If a tenant is evicted, can alandlord hold personal propertyregarding a past due utility bill?

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If a tenant is evicted, can alandlord hold personal propertyregarding a past due utility bill?

I was told to get out of the rental unit by an agent of my landlord. I was told to get out in 3 days without legal documentation. We were threatened and harassed for a week while trying to find another place to leave. I was contacted by the agent that I have left some property there and that the agent wouldn’t give back until payment of the utility bill (we was going to pay prior to getting back on our feet from moving into a new place). I have received multiple calls, text messages, and emails threatening and ordering us to pay the bill or she would take us to court.

Asked on July 7, 2011 under Real Estate Law, Mississippi

Answers:

SJZ, Member, New York Bar / FreeAdvice Contributing Attorney

Answered 10 years ago | Contributor

You should retain an attorney,l both to get your property back and because you may have grounds to sue the landlord:

1) No, the landlord or its agent may *not* hold your property for an unpaid utility bill--or  past due rent, or damages to the apartment, or any debt--unless and only to the extent that you gave the landlord a security interest in that property (i.e. you provided it as collateral for the debt).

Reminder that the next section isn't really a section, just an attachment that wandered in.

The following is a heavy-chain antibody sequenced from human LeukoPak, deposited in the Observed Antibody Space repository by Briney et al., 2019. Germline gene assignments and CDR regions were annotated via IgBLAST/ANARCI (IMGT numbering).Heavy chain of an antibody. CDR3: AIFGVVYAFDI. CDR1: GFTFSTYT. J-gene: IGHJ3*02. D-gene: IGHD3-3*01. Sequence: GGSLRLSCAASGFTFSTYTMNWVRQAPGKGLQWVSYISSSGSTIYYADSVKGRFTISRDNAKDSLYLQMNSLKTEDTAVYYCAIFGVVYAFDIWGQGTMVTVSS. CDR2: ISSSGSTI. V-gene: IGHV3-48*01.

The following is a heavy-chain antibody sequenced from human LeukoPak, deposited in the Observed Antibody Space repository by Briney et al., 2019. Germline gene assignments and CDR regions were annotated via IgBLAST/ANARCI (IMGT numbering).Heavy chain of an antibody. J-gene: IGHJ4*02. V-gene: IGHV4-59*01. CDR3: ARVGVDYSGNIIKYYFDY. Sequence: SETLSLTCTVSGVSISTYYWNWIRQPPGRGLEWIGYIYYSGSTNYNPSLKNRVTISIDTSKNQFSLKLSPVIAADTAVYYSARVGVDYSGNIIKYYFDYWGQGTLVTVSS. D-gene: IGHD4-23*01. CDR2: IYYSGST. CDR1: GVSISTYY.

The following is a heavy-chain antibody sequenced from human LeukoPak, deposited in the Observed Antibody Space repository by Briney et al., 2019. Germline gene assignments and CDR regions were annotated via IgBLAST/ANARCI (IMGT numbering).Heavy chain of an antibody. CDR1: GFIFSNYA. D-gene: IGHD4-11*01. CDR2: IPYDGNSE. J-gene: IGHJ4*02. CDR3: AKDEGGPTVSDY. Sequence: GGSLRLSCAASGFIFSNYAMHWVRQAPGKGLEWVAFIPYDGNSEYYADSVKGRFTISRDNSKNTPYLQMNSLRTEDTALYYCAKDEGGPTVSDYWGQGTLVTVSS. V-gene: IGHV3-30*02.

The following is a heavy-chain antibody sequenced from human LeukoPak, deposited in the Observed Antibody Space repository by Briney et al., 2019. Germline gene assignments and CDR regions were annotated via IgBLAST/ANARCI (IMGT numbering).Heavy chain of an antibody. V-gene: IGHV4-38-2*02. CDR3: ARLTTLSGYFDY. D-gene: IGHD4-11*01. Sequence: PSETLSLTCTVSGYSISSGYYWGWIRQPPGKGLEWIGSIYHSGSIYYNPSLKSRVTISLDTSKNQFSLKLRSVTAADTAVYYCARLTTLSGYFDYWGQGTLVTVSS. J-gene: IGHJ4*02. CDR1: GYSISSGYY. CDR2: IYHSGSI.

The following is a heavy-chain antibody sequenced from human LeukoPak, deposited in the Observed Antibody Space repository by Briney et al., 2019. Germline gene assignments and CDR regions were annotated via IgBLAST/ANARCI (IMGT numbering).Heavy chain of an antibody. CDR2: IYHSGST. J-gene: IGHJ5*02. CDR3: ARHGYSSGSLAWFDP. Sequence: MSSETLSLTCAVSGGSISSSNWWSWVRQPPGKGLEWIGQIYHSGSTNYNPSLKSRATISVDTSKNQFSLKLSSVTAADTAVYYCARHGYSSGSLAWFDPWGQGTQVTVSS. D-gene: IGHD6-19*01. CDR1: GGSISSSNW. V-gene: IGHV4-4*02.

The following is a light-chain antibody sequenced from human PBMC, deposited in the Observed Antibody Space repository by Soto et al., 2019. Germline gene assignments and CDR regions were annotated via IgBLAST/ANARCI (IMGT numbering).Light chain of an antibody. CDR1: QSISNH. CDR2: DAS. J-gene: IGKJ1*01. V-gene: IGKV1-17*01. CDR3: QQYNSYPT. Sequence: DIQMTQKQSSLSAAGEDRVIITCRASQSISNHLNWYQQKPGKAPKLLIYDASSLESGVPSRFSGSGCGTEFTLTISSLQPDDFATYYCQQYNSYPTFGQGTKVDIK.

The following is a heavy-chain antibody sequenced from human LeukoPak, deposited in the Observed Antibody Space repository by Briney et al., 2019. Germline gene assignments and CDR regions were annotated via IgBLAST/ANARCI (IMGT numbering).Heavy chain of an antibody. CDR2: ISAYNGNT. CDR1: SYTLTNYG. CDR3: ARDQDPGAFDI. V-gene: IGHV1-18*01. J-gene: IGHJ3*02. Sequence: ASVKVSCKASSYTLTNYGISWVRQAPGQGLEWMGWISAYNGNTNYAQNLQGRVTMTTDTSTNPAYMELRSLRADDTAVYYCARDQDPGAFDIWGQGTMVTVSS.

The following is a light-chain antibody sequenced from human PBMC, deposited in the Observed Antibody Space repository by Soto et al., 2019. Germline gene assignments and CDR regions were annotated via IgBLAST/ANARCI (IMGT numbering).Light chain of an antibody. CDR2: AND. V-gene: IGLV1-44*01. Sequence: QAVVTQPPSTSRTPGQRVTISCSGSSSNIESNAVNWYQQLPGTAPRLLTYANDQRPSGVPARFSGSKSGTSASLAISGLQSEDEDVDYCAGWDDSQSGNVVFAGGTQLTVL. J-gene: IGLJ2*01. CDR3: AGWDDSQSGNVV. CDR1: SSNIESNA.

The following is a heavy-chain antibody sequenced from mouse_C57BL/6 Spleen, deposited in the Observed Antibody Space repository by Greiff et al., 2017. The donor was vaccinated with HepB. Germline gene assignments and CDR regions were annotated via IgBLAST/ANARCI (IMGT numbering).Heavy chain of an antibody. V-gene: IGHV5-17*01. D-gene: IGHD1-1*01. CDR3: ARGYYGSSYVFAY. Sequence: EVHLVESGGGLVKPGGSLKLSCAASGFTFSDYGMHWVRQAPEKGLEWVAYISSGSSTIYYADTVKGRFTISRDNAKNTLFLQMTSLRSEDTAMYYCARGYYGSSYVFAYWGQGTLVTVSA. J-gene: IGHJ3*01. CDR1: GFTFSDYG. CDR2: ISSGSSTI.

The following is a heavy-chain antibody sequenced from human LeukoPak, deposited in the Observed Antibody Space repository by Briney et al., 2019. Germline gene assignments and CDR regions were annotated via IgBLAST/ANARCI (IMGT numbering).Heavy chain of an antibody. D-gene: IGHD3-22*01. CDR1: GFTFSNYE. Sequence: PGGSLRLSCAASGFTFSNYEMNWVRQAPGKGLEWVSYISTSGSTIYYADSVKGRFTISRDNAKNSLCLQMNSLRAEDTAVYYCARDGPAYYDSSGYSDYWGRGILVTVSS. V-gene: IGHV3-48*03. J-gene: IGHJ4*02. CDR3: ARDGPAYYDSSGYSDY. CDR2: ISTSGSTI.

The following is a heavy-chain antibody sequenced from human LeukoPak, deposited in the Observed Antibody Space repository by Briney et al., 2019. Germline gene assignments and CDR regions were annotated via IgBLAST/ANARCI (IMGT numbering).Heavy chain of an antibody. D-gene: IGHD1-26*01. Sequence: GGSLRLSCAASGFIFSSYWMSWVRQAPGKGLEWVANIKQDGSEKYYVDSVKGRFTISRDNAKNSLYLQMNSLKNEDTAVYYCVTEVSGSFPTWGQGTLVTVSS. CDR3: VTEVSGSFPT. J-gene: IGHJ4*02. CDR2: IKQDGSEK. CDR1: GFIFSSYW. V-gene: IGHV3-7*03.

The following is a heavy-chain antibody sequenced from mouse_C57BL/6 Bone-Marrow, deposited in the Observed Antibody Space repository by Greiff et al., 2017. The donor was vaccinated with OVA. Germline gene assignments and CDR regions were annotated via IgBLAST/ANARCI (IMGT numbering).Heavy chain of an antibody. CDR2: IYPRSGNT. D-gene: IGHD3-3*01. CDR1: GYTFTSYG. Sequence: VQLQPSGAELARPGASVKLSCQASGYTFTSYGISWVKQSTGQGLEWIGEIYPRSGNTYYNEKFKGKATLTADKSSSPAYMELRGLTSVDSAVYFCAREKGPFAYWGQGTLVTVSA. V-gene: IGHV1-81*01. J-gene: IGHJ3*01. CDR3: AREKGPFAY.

2) You can only be evicted in a court proceeding, with proper notice. If you were simply harassed and threated to leave, there is a good chance the landlord committed an improper eviction against you and you may therefore have a legal claim against the landlord. Good luck.


IMPORTANT NOTICE: The Answer(s) provided above are for general information only. The attorney providing the answer was not serving as the attorney for the person submitting the question or in any attorney-client relationship with such person. Laws may vary from state to state, and sometimes change. Tiny variations in the facts, or a fact not set forth in a question, often can change a legal outcome or an attorney's conclusion. Although AttorneyPages.com has verified the attorney was admitted to practice law in at least one jurisdiction, he or she may not be authorized to practice law in the jurisdiction referred to in the question, nor is he or she necessarily experienced in the area of the law involved. Unlike the information in the Answer(s) above, upon which you should NOT rely, for personal advice you can rely upon we suggest you retain an attorney to represent you.

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